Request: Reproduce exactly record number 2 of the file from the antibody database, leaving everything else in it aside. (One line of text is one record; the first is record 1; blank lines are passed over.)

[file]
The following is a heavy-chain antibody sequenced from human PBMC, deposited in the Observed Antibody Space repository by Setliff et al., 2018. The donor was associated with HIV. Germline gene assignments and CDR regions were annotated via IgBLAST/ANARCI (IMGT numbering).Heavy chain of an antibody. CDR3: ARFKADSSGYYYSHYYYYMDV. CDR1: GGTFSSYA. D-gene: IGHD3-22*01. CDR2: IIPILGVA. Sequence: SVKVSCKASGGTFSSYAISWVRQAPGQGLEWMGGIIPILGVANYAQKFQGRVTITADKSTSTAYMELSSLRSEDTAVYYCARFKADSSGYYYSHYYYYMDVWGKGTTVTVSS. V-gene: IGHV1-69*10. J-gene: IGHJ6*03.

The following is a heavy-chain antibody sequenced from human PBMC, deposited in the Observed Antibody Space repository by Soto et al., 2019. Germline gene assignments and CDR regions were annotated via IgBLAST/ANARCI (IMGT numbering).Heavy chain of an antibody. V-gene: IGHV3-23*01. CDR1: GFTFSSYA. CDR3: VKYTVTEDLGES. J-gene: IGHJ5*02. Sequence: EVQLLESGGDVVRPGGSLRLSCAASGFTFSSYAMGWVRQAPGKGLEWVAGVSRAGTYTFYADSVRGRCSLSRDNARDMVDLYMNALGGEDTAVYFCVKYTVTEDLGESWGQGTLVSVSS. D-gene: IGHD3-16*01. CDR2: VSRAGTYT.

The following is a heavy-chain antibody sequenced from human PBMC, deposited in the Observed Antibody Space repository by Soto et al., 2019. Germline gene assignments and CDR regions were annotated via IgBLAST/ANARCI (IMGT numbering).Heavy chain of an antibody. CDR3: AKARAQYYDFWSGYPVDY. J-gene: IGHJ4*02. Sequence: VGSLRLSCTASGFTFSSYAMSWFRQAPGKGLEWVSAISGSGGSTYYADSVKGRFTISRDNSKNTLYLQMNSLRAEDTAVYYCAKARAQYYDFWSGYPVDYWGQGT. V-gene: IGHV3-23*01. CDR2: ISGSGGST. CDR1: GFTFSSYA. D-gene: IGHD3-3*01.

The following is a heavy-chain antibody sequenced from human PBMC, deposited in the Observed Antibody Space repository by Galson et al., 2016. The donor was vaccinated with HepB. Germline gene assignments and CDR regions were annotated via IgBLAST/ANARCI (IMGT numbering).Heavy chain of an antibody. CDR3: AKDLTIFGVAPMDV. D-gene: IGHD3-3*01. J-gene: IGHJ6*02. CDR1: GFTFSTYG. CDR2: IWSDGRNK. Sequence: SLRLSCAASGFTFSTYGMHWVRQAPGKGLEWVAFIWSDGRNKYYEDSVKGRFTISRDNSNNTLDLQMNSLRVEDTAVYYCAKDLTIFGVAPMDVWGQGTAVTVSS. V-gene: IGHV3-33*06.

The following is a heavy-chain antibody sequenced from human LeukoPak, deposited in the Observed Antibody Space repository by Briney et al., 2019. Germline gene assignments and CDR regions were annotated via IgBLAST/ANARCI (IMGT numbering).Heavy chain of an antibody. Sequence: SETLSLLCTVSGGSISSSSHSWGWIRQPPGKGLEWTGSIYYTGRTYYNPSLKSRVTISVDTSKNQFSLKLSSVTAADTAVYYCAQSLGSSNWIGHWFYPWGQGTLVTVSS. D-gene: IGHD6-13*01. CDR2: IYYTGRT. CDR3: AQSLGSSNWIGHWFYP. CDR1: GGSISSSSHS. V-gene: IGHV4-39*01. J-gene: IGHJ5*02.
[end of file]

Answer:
The following is a heavy-chain antibody sequenced from human PBMC, deposited in the Observed Antibody Space repository by Soto et al., 2019. Germline gene assignments and CDR regions were annotated via IgBLAST/ANARCI (IMGT numbering).Heavy chain of an antibody. V-gene: IGHV3-23*01. CDR1: GFTFSSYA. CDR3: VKYTVTEDLGES. J-gene: IGHJ5*02. Sequence: EVQLLESGGDVVRPGGSLRLSCAASGFTFSSYAMGWVRQAPGKGLEWVAGVSRAGTYTFYADSVRGRCSLSRDNARDMVDLYMNALGGEDTAVYFCVKYTVTEDLGESWGQGTLVSVSS. D-gene: IGHD3-16*01. CDR2: VSRAGTYT.